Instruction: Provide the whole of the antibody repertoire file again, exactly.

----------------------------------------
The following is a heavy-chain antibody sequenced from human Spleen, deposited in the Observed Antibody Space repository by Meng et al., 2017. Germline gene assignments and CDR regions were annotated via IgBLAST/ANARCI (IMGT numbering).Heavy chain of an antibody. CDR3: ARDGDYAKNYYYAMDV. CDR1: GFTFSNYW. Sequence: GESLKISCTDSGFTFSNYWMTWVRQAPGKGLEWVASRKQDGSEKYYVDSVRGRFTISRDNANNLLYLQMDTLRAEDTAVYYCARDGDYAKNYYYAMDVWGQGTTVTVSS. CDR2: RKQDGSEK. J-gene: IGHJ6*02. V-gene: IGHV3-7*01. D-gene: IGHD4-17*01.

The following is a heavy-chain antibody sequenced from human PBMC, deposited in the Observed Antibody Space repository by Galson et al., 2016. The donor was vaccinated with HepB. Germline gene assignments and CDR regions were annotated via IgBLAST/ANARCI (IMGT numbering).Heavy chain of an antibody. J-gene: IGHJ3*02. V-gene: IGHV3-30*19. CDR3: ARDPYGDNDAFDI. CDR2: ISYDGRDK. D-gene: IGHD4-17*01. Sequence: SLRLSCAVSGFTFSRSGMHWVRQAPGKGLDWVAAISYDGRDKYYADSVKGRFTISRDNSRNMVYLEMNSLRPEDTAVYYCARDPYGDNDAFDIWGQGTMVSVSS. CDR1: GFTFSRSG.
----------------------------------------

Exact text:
The following is a heavy-chain antibody sequenced from human Spleen, deposited in the Observed Antibody Space repository by Meng et al., 2017. Germline gene assignments and CDR regions were annotated via IgBLAST/ANARCI (IMGT numbering).Heavy chain of an antibody. CDR3: ARDGDYAKNYYYAMDV. CDR1: GFTFSNYW. Sequence: GESLKISCTDSGFTFSNYWMTWVRQAPGKGLEWVASRKQDGSEKYYVDSVRGRFTISRDNANNLLYLQMDTLRAEDTAVYYCARDGDYAKNYYYAMDVWGQGTTVTVSS. CDR2: RKQDGSEK. J-gene: IGHJ6*02. V-gene: IGHV3-7*01. D-gene: IGHD4-17*01.

The following is a heavy-chain antibody sequenced from human PBMC, deposited in the Observed Antibody Space repository by Galson et al., 2016. The donor was vaccinated with HepB. Germline gene assignments and CDR regions were annotated via IgBLAST/ANARCI (IMGT numbering).Heavy chain of an antibody. J-gene: IGHJ3*02. V-gene: IGHV3-30*19. CDR3: ARDPYGDNDAFDI. CDR2: ISYDGRDK. D-gene: IGHD4-17*01. Sequence: SLRLSCAVSGFTFSRSGMHWVRQAPGKGLDWVAAISYDGRDKYYADSVKGRFTISRDNSRNMVYLEMNSLRPEDTAVYYCARDPYGDNDAFDIWGQGTMVSVSS. CDR1: GFTFSRSG.